TAMPA — The operator could hardly understand the man on the other end of the 911 call. But through breathless shouts, a few words of broken English were clear.
"They killed my boss," he said. "I was working ... They catch me. They tie me."
The call came from inside the sprawling mansion of Dr. Hector Rivera and his wife, Debra, in Tampa's exclusive Avila community. When Hillsborough sheriff's deputies arrived that night, Jan. 9, 2012, they found the couple shot to death.
When he reported the shootings, Julian Ospina-Florez claimed that he, too, was a victim of armed intruders.
On Friday, a jury heard the audio recording of his frantic call. And they also heard that he was not a victim at all, but a killer.
"The physical and forensic evidence points to him as the one and only assailant, the shooter, the perpetrator of these murders," Assistant State Attorney Ada Carmona said in opening statements of the murder trial.
Ospina-Florez committed the murders, she said, days after he was suspected of stealing thousands in merchandise from Debra Rivera's jewelry business.
Ospina-Florez, 35, was one of several employees of Distinctive Creations, a business that Debra Rivera operated out of her home in the gated community, where home prices range in the millions. Hired eight months before the killings, he worked as a driver, shuffling jewelry, handbags and accessories from the Avila home to trade shows in Tampa, Orlando and West Palm Beach.
"To say that Mrs. Rivera was not an easy person to work for was an understatement," Carmona told the jury. She frequently yelled at her employees. She questioned their abilities. She called them stupid. "Julian Ospina-Florez was no exception to her maltreatment."
After a trade show in December 2011, Debra Rivera told Ospina-Florez to drive a van full of merchandise to his home for the night, the state said. The next morning, he drove the van to her home and helped unload boxes into the garage.
A day later, on Jan. 1, Rivera noticed that some of the merchandise was missing. She filed a report with the Hillsborough Sheriff's Office. A theft investigation began.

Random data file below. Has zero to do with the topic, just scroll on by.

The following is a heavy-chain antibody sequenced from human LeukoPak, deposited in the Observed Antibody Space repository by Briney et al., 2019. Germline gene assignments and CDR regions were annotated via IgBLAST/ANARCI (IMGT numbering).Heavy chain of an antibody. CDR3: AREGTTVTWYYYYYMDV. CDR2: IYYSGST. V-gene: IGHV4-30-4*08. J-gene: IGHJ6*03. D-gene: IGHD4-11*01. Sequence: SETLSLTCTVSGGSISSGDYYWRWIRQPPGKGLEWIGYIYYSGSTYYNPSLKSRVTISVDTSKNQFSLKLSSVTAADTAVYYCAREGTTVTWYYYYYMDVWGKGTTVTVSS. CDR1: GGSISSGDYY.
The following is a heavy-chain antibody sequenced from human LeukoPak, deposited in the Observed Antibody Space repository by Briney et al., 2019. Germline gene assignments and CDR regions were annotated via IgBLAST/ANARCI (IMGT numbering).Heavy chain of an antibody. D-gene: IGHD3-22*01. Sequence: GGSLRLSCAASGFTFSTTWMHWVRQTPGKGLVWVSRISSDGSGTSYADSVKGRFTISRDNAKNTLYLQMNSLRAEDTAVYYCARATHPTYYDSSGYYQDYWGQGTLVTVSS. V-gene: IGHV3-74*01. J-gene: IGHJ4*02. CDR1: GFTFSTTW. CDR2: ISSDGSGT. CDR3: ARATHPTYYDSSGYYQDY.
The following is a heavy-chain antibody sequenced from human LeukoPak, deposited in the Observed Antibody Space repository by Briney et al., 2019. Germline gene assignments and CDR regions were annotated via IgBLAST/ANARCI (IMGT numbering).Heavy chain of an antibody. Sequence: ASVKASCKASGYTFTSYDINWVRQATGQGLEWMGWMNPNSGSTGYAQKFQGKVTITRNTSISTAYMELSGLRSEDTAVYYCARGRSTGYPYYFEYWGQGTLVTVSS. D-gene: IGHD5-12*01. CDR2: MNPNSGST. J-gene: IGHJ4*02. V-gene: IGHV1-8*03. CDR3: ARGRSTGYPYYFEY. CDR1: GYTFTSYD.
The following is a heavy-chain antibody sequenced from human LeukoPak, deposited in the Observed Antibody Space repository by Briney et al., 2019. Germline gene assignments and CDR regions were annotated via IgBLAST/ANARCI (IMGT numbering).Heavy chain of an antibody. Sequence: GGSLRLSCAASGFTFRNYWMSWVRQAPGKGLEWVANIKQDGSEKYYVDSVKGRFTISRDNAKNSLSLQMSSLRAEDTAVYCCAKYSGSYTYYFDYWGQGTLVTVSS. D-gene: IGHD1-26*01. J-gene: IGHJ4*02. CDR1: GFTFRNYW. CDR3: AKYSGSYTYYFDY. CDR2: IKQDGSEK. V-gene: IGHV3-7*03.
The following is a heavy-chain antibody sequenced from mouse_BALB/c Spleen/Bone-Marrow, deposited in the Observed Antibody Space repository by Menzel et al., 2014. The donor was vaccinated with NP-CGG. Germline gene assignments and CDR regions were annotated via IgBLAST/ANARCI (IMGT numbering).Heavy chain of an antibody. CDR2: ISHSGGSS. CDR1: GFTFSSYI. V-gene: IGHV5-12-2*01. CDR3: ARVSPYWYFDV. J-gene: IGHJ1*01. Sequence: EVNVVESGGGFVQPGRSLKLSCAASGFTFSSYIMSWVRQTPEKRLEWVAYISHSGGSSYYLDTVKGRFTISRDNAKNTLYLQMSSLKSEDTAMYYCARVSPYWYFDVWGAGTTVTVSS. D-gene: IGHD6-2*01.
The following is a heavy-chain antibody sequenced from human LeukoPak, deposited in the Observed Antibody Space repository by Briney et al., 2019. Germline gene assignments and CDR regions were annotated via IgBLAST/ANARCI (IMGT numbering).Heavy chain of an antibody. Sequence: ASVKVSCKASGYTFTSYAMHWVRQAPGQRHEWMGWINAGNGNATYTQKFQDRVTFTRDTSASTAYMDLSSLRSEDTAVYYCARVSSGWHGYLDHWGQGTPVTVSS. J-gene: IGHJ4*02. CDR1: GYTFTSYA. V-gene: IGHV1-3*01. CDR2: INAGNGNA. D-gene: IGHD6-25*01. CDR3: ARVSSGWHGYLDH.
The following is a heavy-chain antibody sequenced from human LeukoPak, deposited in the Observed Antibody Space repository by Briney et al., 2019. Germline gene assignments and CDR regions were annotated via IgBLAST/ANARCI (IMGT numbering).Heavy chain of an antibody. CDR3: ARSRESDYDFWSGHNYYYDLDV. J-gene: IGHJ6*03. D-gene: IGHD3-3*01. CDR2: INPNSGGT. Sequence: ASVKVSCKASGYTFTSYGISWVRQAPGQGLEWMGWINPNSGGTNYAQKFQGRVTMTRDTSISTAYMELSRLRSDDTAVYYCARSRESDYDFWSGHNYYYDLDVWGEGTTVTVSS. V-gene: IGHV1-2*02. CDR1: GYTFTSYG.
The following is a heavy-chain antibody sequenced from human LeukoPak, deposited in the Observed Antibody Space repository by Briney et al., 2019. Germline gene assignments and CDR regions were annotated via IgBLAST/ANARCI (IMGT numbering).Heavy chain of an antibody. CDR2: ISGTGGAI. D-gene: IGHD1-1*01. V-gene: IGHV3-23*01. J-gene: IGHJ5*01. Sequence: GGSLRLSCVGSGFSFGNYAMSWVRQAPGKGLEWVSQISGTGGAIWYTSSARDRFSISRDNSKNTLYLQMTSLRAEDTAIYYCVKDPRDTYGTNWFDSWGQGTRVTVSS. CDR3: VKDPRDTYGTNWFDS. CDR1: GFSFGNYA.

Detectives questioned all the employees. Rivera demanded that they take lie detector tests. No one seemed troubled. Not even Ospina-Florez.
But when sheriff's deputies arrived at the house the night of Jan. 9, they found Hector Rivera lying near a car in the driveway. He had been shot in the head, chest, back and arm.
Blood pooled away from his body. In the puddle was a void, as though someone had stepped in it, Carmona told the jury.
Inside the house Debra Rivera also lay dead in a bathroom. She had been shot twice in the face.
In an adjacent kitchen, black scuff marks on tiles and cabinets suggested a violent struggle, Carmona said. Near both bodies, crime scene technicians found several 9 mm bullet casings. Hidden in a drawer in another room was a 9 mm gun with two bullets remaining in it, Carmona said. It belonged to Ospina-Florez, she said. His DNA was on it. So was Debra Rivera's.
Forensic tests revealed footprints leading from Debra Rivera's body to the drawer, Carmona said. Her DNA was also found on a zip tie that dangled from Ospina-Florez's wrist. A sock on his foot was soaked in Hector Rivera's blood.
When authorities searched his car and his house, they found more 9 mm ammunition along with thousands of dollars worth of Distinctive Creations merchandise. A receipt showed the ammo was purchased a month earlier at a Tampa Walmart.
Defense attorney Charles Traina told the jury to carefully consider all the evidence in deciding whether Ospina-Florez is guilty. He noted that there is no video of the crime. And there were no eyewitnesses. He called the state's case purely circumstantial.
"Julian Ospina-Florez is an innocent man who did not murder anybody," he said. "This is not a one-way street. And there is not just one side to this story."
The trial is expected to last three weeks. If convicted, Ospina-Florez could face the death penalty.
Contact Dan Sullivan at firstname.lastname@example.org or (813) 226-3386. Follow @TimesDan.